Wilderwood Equine Therapy and Rescue.
There’s a lot to that name. And, we’d like to take a moment to unpack it.
Wilderwood (waɪldərwʊd) comes from the name of our location, on Wildwood Lane. It is, therefore, pronounced wild-er-wood (not will-der-wood) as in a “wood that is wilder,” moreso than just ordinarily wild. It’s a play on words that captures not only a lighter side of us, one that enjoys word play and linguistic variance, but also reflects the deep love we have for this peaceful sanctuary we call our home.
Then there is the concept of Therapy and Rescue. What sort of therapy do we do? And what do we rescue? Of course, the word “equine” is prominent and our work naturally involves the magnificent horse. And yes, we do rescue horses – or, at least at this writing, one horse. Odie’s rescue story is outlined in other places, so we won’t repeat it here. What we will say is that whatever horse comes to Wilderwood is with us for life, and so our turnover is not very high.
We also see the word “rescue” as applying to people, too. All of us, no matter who we are, at some point in our lives will need some kind of help. For the very fortunate among us, this help may end after the helplessness of infancy. For many, the need for support is intermittent and fleeting, and yet for others it may last throughout a lifetime.
The precise support each of us needs depends on life events, circumstance, our personal history, physical and mental aptitude, ideals, beliefs, and hopes. Because of this, we believe that the best and most potent predictor of successful therapy is the degree of connection between the recipient’s needs and what a particular therapist can provide.
The needs of those who seek therapy is a mosaic – though it could also be seen as a frenetic maelstrom – that has been cultivated by and culminates in lived experiences tempered by individual personality and different (dis)abilities. Who is best to help with those needs? Who has the credentials, licensure, and qualifications? Perhaps the question is better posed to the recipient of the therapy who, faced with an array of choices, can weigh his or her needs with an educated understanding of what is being offered.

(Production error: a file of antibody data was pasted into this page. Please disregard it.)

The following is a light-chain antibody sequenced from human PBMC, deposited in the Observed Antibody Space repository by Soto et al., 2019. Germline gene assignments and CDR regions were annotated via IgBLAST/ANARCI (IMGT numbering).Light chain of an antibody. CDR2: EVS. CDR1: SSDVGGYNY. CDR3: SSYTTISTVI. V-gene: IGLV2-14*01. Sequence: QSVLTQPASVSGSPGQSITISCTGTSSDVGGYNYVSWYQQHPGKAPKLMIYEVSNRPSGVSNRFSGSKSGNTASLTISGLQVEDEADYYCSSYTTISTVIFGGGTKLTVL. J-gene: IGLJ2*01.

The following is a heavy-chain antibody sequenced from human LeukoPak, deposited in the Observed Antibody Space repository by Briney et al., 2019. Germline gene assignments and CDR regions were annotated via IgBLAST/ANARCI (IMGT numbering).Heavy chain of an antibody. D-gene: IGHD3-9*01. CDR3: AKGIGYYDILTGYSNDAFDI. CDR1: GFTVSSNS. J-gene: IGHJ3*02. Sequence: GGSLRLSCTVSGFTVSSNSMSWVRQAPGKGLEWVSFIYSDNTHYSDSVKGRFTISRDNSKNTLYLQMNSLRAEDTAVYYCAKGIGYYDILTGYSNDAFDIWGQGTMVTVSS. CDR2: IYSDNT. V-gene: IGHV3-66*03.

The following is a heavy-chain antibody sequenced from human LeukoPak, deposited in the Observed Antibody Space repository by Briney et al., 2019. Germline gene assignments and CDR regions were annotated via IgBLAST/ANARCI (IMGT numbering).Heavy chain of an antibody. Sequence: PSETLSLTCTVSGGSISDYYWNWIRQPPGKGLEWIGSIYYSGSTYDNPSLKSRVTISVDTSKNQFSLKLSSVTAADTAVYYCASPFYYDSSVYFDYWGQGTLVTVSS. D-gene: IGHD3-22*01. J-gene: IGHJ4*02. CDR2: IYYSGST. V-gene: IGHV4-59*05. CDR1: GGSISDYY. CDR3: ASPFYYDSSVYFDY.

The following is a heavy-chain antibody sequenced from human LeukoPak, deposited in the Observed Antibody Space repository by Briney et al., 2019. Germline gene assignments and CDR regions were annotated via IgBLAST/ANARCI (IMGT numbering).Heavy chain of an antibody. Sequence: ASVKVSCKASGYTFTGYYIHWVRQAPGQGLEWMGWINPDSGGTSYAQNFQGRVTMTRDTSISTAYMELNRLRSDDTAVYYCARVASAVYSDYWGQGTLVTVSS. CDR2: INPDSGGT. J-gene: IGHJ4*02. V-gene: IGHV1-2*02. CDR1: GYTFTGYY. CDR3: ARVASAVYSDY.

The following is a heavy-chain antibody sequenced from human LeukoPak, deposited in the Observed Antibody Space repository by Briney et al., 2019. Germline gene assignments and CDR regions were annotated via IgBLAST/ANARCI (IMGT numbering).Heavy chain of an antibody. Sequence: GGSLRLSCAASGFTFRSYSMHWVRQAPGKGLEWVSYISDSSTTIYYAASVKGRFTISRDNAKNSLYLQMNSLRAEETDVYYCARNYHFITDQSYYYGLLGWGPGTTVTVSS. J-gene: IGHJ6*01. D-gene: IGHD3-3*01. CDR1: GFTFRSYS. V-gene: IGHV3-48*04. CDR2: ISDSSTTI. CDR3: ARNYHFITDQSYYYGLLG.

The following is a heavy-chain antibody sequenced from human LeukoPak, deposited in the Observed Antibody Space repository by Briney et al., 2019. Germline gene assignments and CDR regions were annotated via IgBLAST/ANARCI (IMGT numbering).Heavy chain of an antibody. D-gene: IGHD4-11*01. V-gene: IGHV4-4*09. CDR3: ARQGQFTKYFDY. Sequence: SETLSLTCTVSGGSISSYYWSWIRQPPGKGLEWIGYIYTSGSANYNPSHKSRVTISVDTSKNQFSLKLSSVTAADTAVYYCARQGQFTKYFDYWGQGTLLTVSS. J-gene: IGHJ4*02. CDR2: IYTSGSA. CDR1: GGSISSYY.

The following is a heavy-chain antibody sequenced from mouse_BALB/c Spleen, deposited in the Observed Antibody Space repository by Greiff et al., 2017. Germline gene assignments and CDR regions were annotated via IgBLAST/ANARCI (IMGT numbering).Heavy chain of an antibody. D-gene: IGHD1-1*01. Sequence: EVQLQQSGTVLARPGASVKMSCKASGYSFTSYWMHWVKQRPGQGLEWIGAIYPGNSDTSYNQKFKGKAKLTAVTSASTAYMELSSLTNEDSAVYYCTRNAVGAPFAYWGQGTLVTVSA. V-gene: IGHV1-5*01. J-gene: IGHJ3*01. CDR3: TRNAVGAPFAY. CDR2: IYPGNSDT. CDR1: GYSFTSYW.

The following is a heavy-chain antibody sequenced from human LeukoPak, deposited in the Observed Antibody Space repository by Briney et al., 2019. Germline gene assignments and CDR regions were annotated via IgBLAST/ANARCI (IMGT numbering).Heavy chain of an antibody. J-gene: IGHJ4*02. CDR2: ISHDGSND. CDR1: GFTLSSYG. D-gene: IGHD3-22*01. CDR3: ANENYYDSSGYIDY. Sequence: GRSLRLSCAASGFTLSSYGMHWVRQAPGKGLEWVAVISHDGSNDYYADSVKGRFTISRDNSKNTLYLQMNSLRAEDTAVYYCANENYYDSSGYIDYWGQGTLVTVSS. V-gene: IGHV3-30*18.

That brings us to the concept of “therapy.” This word is mired in a lot of ideological and cognitive weight. Put another way, there’s a lot of talk about “therapy” and who, what, and how is credentialed, licensed, qualified, or honored to provide it. In relation to equine therapy, there are those who claim it properly resides in the world of occupational, speech/language, or physical therapists, along with equine specialists, therapists, or teachers, medical practitioners such as psychologists, psychiatrists, and osteopaths, and other medical or mental health providers such as social workers, counselors, and clinicians.
We would say there’s a group that’s often left out of this list, and that is the horses themselves.
The truth is, it belongs to all of us. Those who perform therapy and enact a positive change in the recipient of that therapy, is by nature providing therapeutic benefit. The question becomes one of a person finding the best possible therapeutic environment for what he or she needs.
At Wilderwood, we have chosen to develop our therapeutic practices to best meet the needs of autistic adults. The qualifications of those who have developed the curriculum is grounded in multi-disciplinary theory and practice, including the fields of cognitive linguistics (itself a multi-disciplinary field blending psychology, philosophy, and linguistics); osteopathic medicine (particularly the biopsychosocial component of osteopathy); education (both andragogy and pedagogy); equine training and riding; psychology; philosophy; and – critically – autistic adults themselves.
Like any therapeutic intervention, our program is not for everyone. Despite our multi-disciplinary approach and the fact that Wilderwood is potentially open to anyone who wishes to apply, the recipient we have in mind is quite specific and focused: the two-thirds of autistic adults without intellectual disability who have been unheard and unassisted for years. This is their time and their place. The blending of philosophies of mind and body, along with the combined years of experience with teaching, medical, and equine practice has resulted in a program uniquely cast to offer therapy and rescue to those who wish to seek it from us.
Rebecca Evanko, B.A., M.A., Ph.D
Mark Evanko, B.Sc., D.O
For those who are interested in the theory behind the development of Wilderwood’s program, here is a list of some of the theorists and practitioners who have informed our work.
|Tony Attwood||Michel Foucault||Michael Polanyi|
|Mikhail Bakhtin||Paulo Freire||Diane Ravitch|
|Trudy Banta||Sigmund Freud||Monty Roberts|
|Roland Barthes||Henry Giroux||Edward Said|
|Stephen Brookfield||Edmund Husserl||Roger Simon|
|Noam Chomsky||Ross Jacobs||Edward Soja|
|Catherine Crompton||Carl Jung||A.T. Still|
|Jacques Derrida||Tania Marshall||Valentin Vološinov|
|John Dewey||Jean Piaget||Lev Vygotsky|